Joshua Harris, I Kissed Dating Goodbye, Courtship, Dating
Josh Harris, former senior pastor at Covenant Life Church – the flagship church of then Sovereign Grace Ministries church – has posted a statement at his website (statement follows). After considerable thought has decided to cease publishing his very influential book, I Kissed Dating Goodbye.
I Kissed Dating Goodbye became wildly popular in Christian communities. While, Josh Harris and his family were key influencers in the Christian Homeschool Movement, this book also crossed into mainline Christian circles and gained popularity.
Josh Harris was only 21 years old when he wrote the book. He had dated before, and it didn’t end well. Amazon reviews of the book showed a mixed bag of opinions. They reminded me of the herb, cilantro; people either loved it, or strongly disliked it. Some thought it was too legalistic and not Biblical. Others thought it was a good way to remain pure before marriage without the harmful effects of baggage from broken relationships.
I have to commend Josh Harris for reaching out to people and listening to their stories about how his book affected them. Not everyone was hurt by the book, but some were, and it is because of that, he has decided to stop publishing the book. I respect his choice.
For many years people have asked whether I still agree with my book I Kissed Dating Goodbye. In addition to this question, some readers have told me the book harmed them.
Two years ago I began a process of re-evaluating the book. This included inviting people to share their stories with me on my website, personal phone calls with readers, an in-depth study of issues surrounding my book overseen by one of my graduate school professors, and finally, creating a documentary film that captured the conversations with people who were reshaping my thinking.
For me, it’s been important for this process of reevaluation to engage other people and other voices. It has been drawn out because I did not want to be superficial in my response, and I have made it public because I think my reevaluation should be commensurate to the public reach of my book.
While I stand by my book’s call to sincerely love others, my thinking has changed significantly in the past twenty years. I no longer agree with its central idea that dating should be avoided. I now think dating can be a healthy part of a person developing relationally and learning the qualities that matter most in a partner. I recommend books like Boundaries in Dating by Dr. Henry Cloud and True Love Dates by Debra Fileta, which encourage healthy dating.
There are other weaknesses too: in an effort to set a high standard, the book emphasized practices (not dating, not kissing before marriage) and concepts (giving your heart away) that are not in the Bible. In trying to warn people of the potential pitfalls of dating, it instilled fear for some—fear of making mistakes or having their heart broken. The book also gave some the impression that a certain methodology of relationships would deliver a happy ever-after ending—a great marriage, a great sex life—even though this is not promised by scripture.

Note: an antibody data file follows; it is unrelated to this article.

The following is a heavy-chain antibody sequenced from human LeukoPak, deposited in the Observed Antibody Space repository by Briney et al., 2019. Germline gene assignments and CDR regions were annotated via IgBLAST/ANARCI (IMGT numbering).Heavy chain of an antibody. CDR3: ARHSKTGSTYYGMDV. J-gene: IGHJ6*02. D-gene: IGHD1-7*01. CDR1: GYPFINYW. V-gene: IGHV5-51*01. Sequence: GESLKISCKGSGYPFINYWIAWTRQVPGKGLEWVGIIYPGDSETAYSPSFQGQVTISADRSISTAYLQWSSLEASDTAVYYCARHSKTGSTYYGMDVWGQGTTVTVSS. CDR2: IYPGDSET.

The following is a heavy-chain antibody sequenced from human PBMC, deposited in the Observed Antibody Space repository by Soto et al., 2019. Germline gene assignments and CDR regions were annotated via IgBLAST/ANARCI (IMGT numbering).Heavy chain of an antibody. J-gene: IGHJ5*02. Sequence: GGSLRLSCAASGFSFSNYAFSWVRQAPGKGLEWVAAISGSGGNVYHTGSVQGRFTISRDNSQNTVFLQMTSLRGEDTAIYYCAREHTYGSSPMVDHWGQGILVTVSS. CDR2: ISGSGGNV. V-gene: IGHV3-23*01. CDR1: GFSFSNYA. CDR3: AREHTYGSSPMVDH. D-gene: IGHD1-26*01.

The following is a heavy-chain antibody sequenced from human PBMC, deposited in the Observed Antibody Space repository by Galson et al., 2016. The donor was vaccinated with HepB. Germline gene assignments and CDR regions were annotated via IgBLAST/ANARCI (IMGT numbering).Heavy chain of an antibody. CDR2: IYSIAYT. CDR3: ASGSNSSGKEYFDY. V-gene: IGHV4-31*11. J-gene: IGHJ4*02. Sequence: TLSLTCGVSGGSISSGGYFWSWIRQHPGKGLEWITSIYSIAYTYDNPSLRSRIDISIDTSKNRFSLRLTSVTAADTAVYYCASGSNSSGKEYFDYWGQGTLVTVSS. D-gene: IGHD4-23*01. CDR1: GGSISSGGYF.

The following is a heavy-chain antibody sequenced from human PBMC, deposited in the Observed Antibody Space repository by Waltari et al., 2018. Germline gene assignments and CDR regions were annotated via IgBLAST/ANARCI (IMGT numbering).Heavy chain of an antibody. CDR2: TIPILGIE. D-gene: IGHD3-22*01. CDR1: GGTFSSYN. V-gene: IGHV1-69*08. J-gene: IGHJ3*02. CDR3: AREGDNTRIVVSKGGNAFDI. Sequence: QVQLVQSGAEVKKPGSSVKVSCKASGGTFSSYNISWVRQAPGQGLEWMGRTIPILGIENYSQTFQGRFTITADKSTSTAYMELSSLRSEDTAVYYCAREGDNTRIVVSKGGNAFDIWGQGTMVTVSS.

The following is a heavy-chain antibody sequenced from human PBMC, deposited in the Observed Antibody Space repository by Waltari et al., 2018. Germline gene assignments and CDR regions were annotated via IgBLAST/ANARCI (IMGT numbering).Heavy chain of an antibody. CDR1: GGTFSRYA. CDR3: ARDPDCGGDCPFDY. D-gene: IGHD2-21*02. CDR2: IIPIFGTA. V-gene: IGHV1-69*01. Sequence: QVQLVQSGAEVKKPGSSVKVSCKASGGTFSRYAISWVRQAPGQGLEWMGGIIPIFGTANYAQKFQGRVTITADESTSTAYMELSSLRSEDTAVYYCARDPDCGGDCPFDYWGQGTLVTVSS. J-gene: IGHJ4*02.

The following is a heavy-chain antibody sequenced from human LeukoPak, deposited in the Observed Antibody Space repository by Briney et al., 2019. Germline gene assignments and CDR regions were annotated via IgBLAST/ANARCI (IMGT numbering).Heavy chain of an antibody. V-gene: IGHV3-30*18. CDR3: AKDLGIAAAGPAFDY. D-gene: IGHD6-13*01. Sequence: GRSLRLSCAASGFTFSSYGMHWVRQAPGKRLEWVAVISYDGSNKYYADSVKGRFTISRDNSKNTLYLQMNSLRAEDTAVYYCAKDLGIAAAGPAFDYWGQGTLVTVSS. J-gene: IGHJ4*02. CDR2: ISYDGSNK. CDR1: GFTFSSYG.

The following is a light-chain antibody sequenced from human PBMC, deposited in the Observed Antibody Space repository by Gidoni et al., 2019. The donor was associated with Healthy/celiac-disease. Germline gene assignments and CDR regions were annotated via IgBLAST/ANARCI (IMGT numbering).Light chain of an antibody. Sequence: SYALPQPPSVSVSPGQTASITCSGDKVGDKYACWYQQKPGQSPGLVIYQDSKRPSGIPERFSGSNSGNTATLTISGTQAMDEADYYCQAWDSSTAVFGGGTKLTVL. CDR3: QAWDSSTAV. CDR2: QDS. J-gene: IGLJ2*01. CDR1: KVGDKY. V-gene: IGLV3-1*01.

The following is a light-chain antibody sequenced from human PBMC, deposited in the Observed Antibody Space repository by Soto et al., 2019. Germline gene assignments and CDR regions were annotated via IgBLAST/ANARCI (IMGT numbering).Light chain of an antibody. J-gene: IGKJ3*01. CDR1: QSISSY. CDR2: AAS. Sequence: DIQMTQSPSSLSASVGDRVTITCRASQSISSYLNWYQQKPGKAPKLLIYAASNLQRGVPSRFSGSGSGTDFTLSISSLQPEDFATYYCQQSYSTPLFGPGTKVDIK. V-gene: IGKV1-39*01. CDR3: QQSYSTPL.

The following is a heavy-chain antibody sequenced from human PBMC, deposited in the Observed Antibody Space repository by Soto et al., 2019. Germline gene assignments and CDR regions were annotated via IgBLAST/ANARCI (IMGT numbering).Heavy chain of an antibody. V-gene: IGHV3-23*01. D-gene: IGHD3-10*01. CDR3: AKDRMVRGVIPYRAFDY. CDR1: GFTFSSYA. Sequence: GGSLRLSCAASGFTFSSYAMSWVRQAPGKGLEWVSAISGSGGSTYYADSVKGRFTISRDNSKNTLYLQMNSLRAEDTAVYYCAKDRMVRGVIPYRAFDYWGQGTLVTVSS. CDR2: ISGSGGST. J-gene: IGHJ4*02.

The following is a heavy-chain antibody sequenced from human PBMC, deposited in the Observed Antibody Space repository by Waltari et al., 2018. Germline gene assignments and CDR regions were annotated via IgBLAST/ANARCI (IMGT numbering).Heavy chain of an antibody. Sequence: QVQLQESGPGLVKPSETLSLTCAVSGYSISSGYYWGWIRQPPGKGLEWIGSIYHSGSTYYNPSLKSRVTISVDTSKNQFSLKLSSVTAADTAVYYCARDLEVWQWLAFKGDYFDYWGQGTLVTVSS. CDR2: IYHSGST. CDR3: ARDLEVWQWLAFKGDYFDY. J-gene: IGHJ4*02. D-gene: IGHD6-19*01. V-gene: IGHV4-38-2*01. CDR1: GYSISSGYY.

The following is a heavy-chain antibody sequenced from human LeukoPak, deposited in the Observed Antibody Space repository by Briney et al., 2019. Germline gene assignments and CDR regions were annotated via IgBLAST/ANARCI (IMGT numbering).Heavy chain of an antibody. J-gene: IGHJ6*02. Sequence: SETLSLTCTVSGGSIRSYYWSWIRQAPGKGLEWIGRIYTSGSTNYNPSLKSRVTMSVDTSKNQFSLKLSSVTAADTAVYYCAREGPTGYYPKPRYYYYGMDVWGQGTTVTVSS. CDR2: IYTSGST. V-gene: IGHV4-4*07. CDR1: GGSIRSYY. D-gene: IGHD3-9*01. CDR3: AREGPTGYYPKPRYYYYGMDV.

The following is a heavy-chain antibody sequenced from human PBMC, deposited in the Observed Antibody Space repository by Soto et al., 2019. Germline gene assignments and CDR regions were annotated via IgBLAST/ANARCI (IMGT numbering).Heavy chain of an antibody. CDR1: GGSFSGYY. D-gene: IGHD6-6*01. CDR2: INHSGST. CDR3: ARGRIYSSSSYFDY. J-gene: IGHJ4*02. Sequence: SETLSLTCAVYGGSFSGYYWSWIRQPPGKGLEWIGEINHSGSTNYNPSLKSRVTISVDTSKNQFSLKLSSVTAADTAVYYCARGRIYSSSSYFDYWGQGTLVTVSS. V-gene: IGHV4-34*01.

To those who read my book and were misdirected or unhelpfully influenced by it, I am sincerely sorry. I never intended to hurt you. I know this apology doesn’t change anything for you and it’s coming too late, but I want you to hear that I regret any way that my ideas restricted you, hurt you, or gave you a less-than-biblical view of yourself, your sexuality, your relationships, and God.
And to those of you who benefitted from my book, I am so grateful that something I wrote helped you. The fact that a flawed man could write a flawed book and somehow that could help some people is amazing to me. But, to borrow an analogy from the automotive industry, if a car serves some people but a flaw in its design causes damage to others, good intentions by the carmaker and even the endorsement of other customers don’t override the problem. I cannot recall all the copies of my book that have been published. However, my public critique in written and documentary form, and the numerous media interviews I’ve done in the past two years, are my attempt to both apologize and spread the word of about the problems I see in it.
In light of the flaws I now see in I Kissed Dating Goodbye, I think it’s best to discontinue its publication, as well other supplemental resources tied to it (this includes the two books I wrote after it whose content is similar). My publisher, whose encouragement in this process has been deeply meaningful to me, supports this decision and will not reprint the books after the current copies in their inventory are sold.
Whether you agree or disagree, I hope you’ll think for yourself and be compassionate toward those whose experience has been different than yours.
Thanks for reading. I wish you all the best on your journey.